We became our own community. We had to be organized and put together programs ahead of time to run all these different groups. That is what my blog and products do for you as a leader: make the planning super easy.
When I first decided to put together a printable booklet to sell, it was just me taking the program I put together and used with my troop, packaged up into a PDF, and posting it on a third-party site called teacherpayteacher.com.
There was no styling, no branding—nothing but a 12-page “follow these steps” program. It took off in less than a week. I was getting emails from leaders all around the USA asking for more like it. I went to school for design, and I am very picky about style and patterns, so the fact that people liked a document that didn’t have any of that made me think about what would happen if I did brand this.
What if I did put more effort into the design, while still making it easy to print and not waste ink? So that’s what I started doing. From there, each program gets better and better.
I didn’t really launch a company right away. It was more like I bought a domain, put some words on the page, got interest from some clicks, and then kept building it.
It changed over time. I think it was two years before I actually applied for an LLC, and it was another year after that before I realized I was an actual business. So it wasn’t a normal path of thinking, yes, I will start this business and sell things.
This is a very unique niche of readers. I have found that providing free resources and printables goes a long way. Plus these readers are volunteers, so they are often using their own money to buy resources. So I offer a lot of coupons to help with expenses.
I share a lot on Pinterest because that’s where these readers are. I don’t waste money on advertising. Providing useful and helpful information and ideas leaders can take and use right away will bring them in and many will come back again and again looking for more ideas.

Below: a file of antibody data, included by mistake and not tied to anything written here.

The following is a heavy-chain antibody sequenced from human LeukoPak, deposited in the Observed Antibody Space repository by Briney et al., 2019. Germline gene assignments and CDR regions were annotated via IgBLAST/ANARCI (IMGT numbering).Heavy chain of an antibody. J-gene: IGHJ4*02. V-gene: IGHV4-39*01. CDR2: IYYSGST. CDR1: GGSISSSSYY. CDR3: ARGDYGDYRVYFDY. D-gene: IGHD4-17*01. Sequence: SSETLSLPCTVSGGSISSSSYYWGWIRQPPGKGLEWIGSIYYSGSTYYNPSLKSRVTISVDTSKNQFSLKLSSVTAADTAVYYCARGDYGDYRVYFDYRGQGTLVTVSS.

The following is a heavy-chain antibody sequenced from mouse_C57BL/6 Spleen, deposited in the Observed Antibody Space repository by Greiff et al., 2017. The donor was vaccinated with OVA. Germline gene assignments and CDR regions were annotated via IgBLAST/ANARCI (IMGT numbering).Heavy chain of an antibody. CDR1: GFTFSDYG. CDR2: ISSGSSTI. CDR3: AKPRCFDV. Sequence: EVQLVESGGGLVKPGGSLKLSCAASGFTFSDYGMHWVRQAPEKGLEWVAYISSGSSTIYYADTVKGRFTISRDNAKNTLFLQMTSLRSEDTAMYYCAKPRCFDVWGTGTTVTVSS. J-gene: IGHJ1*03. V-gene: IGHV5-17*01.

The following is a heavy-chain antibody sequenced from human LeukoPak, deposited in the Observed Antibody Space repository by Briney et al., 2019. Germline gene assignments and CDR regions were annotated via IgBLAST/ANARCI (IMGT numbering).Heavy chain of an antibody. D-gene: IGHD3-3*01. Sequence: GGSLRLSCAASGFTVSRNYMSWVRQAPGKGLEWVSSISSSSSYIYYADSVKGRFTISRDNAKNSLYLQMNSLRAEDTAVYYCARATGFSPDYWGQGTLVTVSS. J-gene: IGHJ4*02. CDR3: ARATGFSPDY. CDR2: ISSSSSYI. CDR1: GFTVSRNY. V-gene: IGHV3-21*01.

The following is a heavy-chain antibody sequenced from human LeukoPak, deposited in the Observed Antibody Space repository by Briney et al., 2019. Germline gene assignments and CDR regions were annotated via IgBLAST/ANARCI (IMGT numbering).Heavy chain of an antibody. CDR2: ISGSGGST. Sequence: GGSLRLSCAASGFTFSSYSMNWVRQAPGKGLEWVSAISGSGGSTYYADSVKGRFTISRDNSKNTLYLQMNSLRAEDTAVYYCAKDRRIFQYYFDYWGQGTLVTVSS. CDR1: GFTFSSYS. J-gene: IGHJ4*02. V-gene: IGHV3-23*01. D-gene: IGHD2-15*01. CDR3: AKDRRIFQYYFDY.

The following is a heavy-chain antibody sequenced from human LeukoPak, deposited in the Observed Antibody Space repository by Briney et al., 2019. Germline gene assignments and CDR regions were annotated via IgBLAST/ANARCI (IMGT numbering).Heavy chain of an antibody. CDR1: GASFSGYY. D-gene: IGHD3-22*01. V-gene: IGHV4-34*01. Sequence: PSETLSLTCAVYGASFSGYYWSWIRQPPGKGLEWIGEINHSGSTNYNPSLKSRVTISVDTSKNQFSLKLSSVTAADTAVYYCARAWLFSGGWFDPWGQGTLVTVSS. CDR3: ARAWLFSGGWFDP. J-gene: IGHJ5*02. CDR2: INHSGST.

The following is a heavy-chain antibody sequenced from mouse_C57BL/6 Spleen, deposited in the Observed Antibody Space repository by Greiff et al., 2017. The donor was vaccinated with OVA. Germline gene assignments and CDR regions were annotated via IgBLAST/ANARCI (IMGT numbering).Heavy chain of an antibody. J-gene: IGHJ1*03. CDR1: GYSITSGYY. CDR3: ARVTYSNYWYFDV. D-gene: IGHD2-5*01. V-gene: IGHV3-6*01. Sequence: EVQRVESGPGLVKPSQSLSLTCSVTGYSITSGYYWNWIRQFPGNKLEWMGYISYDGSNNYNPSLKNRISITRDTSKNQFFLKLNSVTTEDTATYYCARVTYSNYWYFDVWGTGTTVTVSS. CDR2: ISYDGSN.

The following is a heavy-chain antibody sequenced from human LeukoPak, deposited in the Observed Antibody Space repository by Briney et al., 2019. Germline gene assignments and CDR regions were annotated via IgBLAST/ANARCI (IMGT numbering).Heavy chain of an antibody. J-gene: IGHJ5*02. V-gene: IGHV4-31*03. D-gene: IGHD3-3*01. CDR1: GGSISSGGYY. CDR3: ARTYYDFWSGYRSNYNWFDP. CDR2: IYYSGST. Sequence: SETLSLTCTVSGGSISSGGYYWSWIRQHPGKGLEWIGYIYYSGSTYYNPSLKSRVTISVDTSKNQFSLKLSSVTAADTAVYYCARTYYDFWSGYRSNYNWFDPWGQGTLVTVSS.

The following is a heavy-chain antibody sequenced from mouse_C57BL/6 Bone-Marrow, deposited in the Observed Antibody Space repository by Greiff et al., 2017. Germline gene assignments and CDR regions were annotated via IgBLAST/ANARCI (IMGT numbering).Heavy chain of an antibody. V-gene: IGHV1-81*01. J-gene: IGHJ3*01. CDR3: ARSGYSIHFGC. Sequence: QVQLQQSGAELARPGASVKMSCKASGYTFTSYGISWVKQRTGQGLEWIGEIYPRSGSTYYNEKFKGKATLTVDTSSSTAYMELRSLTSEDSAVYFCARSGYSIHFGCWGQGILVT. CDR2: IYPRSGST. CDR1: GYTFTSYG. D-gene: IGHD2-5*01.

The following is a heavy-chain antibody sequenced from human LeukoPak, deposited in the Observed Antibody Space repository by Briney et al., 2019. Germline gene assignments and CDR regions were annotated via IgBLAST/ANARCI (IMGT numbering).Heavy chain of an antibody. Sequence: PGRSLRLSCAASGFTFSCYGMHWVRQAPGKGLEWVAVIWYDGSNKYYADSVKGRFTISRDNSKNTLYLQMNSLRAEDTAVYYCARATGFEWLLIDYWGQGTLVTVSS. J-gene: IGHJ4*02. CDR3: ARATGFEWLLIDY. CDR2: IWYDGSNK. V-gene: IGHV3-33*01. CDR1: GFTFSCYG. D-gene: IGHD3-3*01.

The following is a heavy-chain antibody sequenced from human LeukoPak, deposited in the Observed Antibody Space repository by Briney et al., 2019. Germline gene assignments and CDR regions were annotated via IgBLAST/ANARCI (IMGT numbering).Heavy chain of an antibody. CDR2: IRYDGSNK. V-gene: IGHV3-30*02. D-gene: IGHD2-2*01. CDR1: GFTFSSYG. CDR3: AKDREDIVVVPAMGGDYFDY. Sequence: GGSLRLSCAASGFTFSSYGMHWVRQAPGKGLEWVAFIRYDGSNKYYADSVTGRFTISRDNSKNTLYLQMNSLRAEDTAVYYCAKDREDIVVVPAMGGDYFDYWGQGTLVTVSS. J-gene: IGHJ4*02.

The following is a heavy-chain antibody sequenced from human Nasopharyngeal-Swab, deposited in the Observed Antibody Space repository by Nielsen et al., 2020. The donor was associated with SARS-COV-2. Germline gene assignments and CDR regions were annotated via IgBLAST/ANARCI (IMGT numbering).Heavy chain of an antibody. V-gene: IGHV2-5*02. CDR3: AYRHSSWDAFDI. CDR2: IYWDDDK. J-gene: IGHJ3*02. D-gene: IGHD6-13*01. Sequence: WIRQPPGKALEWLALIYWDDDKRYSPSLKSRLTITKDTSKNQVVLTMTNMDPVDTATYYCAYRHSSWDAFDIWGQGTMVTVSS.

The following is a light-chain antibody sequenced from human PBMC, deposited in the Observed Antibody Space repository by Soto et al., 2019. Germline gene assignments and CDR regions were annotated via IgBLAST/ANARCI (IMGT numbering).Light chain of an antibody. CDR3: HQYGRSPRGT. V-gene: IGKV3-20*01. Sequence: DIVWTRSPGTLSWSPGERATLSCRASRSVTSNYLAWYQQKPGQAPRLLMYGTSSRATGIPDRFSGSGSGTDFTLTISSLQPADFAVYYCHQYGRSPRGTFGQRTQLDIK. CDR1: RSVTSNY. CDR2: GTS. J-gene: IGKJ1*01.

Over the time I have been working on this blog, I have listened to Blogging Millionaire, Side Hustle Nation, and Side Hustle School.
I have found a few people through those podcasts to collaborate with on some projects for leaders. As for books, I am not a big reader, but I do follow a few people’s blogs, and Making Sense of Cents is one that I have found a lot of inspiration from. Even though it’s a completely different niche, she has shared some amazing tips and even things she has done that I have made work in my niche, and even better, she shared my story on her blog a while back.
As of today my blog and income have been slowly increasing back to pre-Covid progress. When Covid hit my traffic, my income tanked. As you can imagine, everyone stopped meeting. I started making content for virtual meetings to make up for it, but many troops disbanded.
Girl Scouts as an organization lost 40% of their members. When they hurt, so do I. So even three years later, Girl Scouts is recovering and Leader Connecting Leaders is also slowly but surely growing again.
As for the future, this is not my primary job, it is my hobby that turned into a side hustle. I had dreams of making it my full-time job before Covid, and I was probably two years away from doing that, but what Covid taught me was, don’t put all your chickens in one basket.
So I will continue to grow the blog by simply providing excellent content, sharing that content, and building that audience back up again.
Make sure you are doing something you love, not just something that will make you money. If you’re doing it for the love of doing it, you are going to forget that you are up at 1 am writing a blog because you are enjoying every minute of it.
If it’s boring or not something that holds your interest, it becomes a “Job”. And we all know how we feel when we have to go to our job every day.